assessment of environmental impacts of DOW discharged into coastal area after uses. For establishing a
suitable assessment, methodology on environmental impacts of large quantities of DOW is another target
in this study, too.
This paper particularly focuses on probable impacts of the following factors: biological entrainment during pumping up of DOW, CO2 emission into the atmosphere from DOW by warming, fertilization of phytoplankton and seaweed and several other effects of discharging DOW into coastal sea.
Samples of biological entrainment were collected once a month (October 2000-September 2001) at the two prefectural deep seawater laboratories of Kochi and Toyama, and the Kinki University Fisheries Research Laboratory. DOW and surface seawater samples pumped up in the three DOW pumping stations were filtered through 92μm nylon gauze mesh for 24 hours. Three quarters of each sample was immediately fixed with 5% neutral formalin and then species were identified and the number of individuals was counted. The rest of the sample was filtered onto 50μm nylon gauze mesh filter and organic carbon of retained materials on the filter was then measured.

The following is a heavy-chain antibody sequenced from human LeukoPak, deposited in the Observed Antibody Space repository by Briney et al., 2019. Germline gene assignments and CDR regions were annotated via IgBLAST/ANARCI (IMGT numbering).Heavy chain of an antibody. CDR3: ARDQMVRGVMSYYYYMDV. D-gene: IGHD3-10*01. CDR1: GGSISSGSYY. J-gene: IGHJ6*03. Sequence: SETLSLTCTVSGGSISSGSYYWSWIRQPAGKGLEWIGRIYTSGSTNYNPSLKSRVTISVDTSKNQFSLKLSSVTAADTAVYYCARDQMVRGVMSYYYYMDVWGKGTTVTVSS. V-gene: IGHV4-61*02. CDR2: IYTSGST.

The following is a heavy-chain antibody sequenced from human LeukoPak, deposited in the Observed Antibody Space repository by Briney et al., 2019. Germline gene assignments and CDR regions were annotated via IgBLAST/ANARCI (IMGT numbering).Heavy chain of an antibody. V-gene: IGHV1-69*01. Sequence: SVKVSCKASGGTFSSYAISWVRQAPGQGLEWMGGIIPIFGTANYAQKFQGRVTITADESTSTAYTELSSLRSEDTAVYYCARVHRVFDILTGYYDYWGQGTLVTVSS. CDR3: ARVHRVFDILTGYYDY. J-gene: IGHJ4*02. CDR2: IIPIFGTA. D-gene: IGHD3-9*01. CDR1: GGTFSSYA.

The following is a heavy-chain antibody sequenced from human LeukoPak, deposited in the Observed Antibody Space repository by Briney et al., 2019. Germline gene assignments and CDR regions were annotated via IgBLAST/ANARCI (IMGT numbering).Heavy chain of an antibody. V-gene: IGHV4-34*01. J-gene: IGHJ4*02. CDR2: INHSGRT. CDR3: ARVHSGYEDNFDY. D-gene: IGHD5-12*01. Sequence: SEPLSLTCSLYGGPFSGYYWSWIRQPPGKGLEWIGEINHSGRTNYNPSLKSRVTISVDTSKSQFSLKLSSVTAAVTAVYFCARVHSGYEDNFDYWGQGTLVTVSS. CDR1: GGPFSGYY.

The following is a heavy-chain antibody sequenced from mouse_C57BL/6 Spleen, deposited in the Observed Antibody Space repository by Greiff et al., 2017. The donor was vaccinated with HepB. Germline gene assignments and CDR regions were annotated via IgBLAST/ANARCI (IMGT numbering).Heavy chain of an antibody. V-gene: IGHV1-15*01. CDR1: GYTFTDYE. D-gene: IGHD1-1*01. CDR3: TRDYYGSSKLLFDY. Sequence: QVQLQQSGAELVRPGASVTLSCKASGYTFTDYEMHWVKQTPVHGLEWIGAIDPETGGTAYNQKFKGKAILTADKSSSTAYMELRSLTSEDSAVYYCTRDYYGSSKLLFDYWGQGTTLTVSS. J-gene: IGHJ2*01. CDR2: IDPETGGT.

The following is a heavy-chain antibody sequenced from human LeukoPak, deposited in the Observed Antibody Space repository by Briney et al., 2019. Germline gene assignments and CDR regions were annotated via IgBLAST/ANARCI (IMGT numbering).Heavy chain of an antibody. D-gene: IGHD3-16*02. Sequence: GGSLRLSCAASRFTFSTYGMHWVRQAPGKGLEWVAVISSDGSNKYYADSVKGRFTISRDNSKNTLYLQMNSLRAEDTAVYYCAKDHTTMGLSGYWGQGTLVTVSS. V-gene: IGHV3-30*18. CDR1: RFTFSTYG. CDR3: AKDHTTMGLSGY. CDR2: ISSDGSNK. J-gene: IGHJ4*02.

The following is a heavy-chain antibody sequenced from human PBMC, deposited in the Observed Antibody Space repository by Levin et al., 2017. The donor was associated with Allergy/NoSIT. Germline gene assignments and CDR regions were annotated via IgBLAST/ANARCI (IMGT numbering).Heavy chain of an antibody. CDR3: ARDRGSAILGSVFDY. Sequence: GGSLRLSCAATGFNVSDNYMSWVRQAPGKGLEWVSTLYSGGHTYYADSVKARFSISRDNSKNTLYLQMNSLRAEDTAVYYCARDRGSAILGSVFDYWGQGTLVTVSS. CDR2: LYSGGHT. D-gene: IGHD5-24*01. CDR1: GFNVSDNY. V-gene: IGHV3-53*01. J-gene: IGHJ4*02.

Samples to estimate CO2 balance were collected once a month (October 2000-September 2001) at the two prefectural deep seawater laboratories mentioned above. The method for estimating CO2 balance followed with Lewis and Wallace (1 998). The hydraulic test was carried out in a horizontal flume being 7 m in length, 3 m in width and with 1/25 slope in bottom. Salinity of seawater in the tank was measured and for estimating the level of dilution.